Polling places are no place for the police amid shooting fear

There’s a fascinating quote at the end of NPR reporter Pam Fessler’s piece this morning on election officials in some states preparing for the possibility of a mass shooting.

“I’ll have people ask, ‘Well are you going to have a sheriff’s deputy at every precinct?’ No. I just, you know, the sight of an individual there, standing there with a gun, to me is just something that you shouldn’t have to experience typically as a voter.”

That’s Louisiana Secretary of State Tom Schedler, who earlier in the story told Fessler that he’s more worried about an “active shooter” (the current nice way of saying “mass murderer”) than he is about election fraud.

But not so worried that he’d subject voters to seeing a police officer, who once provided a sense of security and safety for people.

Instead, according to Fessler, election officials are training election judges on handling a potential mass killing.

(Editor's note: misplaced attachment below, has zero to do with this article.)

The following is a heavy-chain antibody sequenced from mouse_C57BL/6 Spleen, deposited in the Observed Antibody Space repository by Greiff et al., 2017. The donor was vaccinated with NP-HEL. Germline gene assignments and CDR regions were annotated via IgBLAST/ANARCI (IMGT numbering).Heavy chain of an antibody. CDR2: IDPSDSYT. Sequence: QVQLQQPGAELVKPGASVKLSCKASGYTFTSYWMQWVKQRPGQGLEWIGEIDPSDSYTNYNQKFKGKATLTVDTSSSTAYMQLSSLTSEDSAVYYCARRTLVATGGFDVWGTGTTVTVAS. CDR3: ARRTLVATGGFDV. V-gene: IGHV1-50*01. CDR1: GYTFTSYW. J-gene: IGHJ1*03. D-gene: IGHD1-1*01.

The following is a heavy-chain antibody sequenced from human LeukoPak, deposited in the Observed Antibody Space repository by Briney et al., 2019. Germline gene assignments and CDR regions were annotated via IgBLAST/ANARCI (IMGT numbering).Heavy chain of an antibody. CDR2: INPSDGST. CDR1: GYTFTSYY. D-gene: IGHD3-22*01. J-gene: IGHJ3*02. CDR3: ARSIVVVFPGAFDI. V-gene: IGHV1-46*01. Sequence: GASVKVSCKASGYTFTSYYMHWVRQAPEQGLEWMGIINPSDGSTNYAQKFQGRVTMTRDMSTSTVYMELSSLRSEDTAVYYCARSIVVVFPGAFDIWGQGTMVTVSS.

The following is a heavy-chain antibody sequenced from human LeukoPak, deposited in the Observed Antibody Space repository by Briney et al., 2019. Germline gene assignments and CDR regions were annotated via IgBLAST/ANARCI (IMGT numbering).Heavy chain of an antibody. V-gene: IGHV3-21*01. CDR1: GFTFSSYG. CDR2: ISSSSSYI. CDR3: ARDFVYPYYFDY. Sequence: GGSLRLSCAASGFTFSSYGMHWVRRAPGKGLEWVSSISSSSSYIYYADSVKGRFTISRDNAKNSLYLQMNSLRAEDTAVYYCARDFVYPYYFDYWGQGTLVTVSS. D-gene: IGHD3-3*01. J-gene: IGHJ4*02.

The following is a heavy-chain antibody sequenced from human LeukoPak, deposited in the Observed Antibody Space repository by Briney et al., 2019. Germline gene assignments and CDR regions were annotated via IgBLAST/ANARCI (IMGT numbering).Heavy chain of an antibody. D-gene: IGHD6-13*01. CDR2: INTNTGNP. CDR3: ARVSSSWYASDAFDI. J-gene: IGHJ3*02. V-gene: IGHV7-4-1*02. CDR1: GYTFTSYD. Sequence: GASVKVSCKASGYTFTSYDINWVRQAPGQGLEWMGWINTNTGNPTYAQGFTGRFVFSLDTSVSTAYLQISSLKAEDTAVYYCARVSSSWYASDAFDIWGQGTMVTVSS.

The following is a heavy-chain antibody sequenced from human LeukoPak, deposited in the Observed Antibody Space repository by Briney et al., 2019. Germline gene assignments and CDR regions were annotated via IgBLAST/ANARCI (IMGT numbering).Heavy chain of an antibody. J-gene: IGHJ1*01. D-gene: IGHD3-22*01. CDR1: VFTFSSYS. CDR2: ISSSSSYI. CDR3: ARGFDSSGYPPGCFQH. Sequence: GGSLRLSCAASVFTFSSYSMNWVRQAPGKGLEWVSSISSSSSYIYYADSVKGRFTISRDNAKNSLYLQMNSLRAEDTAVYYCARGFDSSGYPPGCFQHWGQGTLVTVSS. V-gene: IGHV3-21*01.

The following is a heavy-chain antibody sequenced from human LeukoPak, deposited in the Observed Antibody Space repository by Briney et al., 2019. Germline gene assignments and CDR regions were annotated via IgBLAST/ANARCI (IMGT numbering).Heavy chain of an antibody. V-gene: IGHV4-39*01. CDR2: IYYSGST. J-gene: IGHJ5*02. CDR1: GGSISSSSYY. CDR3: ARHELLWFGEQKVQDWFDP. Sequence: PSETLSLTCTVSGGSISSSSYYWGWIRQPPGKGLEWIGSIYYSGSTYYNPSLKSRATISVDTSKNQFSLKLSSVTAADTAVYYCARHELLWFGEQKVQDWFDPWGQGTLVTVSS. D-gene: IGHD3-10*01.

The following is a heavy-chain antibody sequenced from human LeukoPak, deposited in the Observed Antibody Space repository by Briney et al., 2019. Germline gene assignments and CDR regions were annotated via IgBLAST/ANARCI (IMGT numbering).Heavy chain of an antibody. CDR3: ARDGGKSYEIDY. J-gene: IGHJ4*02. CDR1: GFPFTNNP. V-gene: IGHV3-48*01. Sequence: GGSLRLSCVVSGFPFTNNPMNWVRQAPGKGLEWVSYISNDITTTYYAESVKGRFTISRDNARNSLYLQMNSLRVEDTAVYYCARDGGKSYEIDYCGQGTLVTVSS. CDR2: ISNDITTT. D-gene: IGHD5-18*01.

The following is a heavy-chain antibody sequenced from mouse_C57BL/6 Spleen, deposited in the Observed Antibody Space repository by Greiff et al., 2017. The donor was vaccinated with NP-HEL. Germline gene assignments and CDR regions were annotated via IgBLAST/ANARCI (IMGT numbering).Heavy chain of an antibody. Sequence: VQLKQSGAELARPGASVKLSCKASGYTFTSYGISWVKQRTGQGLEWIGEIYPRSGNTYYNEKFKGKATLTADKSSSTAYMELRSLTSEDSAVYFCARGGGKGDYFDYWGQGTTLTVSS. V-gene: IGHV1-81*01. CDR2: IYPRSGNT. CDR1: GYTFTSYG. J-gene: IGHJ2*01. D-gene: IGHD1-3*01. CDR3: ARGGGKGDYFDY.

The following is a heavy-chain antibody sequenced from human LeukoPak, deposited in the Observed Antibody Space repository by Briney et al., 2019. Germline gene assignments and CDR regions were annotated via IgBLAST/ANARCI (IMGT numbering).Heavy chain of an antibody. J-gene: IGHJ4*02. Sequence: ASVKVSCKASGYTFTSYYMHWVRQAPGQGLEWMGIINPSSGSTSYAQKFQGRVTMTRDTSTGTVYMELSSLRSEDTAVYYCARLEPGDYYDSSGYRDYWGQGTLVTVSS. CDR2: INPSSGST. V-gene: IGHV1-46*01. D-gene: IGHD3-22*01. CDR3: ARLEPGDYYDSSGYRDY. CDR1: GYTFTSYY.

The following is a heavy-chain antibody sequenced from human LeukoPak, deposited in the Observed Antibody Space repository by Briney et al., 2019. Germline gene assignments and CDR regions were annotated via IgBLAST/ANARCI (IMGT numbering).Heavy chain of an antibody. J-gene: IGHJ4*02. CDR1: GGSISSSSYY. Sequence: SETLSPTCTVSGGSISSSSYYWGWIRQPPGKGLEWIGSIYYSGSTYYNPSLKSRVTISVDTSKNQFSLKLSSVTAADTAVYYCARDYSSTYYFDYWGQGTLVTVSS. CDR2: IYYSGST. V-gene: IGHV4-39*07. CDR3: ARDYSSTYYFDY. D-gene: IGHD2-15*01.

“My guess is many election officials, they’ve gone back, rechecked them, made sure that their poll workers are trained on exactly how to handle any kind of escalation of conversation in the polling places,” Matt Masterson, of the U.S. Election Assistance Commission, tells Fessler. “They know exactly who to call and when to call when something happens.”

And, of course, they’d call the cops.

That’s the plan. They’re worried about shooters. They’re worried about cops.

In South Carolina, like Minnesota, the Associated Press reports, it’s illegal for police to enter a polling place unless they’re called.

Given the nation’s long history of intimidating black voters, especially in the South, local officials must tread carefully in stepping up security. In South Carolina, for example, authorities said that under state law, police are not allowed to enter polling places unless they are summoned by election officials.

“If it is not done correctly, not only can it intimidate voters, it can also be against the law,” said Adam Gitlin, counsel for the Brennan Center for Justice’s Democracy Program at the New York University School of Law. “Many states have laws that specifically provide that election officials are the ones who are in charge of keeping order.”

But Schedler seems worried that the image of a police officer on duty at a polling place does not make voters feel welcomed to vote, which is an immensely tragic situation for our country.

Related: Video of St. Paul cop’s arrest attempt grabbed views. Here’s what you don’t see. (Pioneer Press)